The bronzed cowbird (once known as the red-eyed cowbird), (Molothrus aeneus), is a small icterid.
It breeds from the southern U.S. states of California, Arizona, New Mexico, Texas, and Louisiana south through Central America to Panama. An isolated population on the Caribbean coast of Colombia is sometimes treated as a separate species, the bronze-brown cowbird (M. armenti). They tend to be found in farmland, brush, and feedlots. Outside the breeding season, they are found in very open habitats, and roost in thick woods. They forage in open areas, often nearby cattle in pastures. Their diet mostly consists of seeds and insects, along with snails during breeding season for a calcium source.
The male bronzed cowbird is 20 cm long and weighs 68 g, with green-bronze glossed black plumage. Their eyes are red in breeding season, and brown otherwise. The female is 18.5 cm long and weighs 56 g. She is a dull black with a brown underbelly, and has brown eyes. Young birds have coloring similar to the females, with the exception of grey feather fringes.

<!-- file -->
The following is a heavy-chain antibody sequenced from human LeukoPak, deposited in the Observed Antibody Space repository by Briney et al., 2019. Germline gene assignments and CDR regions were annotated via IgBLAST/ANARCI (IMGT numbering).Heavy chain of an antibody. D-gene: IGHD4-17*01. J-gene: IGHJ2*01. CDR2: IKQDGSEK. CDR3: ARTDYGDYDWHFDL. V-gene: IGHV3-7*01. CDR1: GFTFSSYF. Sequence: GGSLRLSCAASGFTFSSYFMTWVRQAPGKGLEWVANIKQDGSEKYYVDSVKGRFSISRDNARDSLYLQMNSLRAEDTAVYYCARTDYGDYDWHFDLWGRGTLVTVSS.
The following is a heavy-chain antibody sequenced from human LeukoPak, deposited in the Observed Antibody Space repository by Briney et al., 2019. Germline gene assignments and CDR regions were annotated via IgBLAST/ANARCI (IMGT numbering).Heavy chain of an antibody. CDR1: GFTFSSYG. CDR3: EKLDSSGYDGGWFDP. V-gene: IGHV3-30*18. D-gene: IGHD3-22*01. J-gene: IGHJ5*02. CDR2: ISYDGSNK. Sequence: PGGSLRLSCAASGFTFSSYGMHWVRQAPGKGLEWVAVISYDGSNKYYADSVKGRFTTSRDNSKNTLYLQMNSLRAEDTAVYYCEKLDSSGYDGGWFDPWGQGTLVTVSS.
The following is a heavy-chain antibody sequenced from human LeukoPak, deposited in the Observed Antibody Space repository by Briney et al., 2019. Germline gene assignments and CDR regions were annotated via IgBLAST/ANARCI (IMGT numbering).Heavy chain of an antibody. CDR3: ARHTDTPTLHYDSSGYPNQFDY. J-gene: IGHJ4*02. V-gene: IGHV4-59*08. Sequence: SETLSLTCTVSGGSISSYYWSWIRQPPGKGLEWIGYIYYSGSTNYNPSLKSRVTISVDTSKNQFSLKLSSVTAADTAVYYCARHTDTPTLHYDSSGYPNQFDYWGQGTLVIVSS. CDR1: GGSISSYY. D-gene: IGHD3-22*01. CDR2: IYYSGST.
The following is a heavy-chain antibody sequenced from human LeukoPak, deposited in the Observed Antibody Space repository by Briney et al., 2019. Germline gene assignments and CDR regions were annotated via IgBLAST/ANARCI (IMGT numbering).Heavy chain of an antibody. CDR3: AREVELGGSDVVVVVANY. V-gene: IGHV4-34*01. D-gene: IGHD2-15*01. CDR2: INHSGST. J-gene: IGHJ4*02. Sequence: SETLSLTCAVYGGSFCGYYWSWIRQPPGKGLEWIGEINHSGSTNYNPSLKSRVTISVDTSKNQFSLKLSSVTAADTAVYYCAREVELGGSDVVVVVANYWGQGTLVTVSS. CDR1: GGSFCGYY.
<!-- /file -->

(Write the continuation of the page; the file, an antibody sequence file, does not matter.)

Like all cowbirds, this bird is a brood parasite; it lays its eggs in the nests of other birds. The young cowbird is fed by the host parents at the expense of their own young. Hosts include Prevost's ground-sparrow and White-naped brush finch. They develop rapidly, leaving the nest after 10-12 days.
- BirdLife International (2012). "Molothrus aeneus". IUCN Red List of Threatened Species. Version 2013.2. International Union for Conservation of Nature. Retrieved 26 November 2013.
- "Bronzed Cowbird". Guide to North American Birds. Audubon. Retrieved 27 October 2015.
- "Bronzed Cowbird". All About Birds. Cornell University. Retrieved 27 October 2015.
- Stiles and Skutch, A guide to the birds of Costa Rica ISBN 0-8014-9600-4
- Lowther, P. E. 1995. Bronzed Cowbird (Molothrus aeneus). In The Birds of North America, No. 144 (A. Poole and F. Gill, eds.). The Academy of Natural Sciences, Philadelphia, and The American Ornithologists’ Union, Washington, D.C.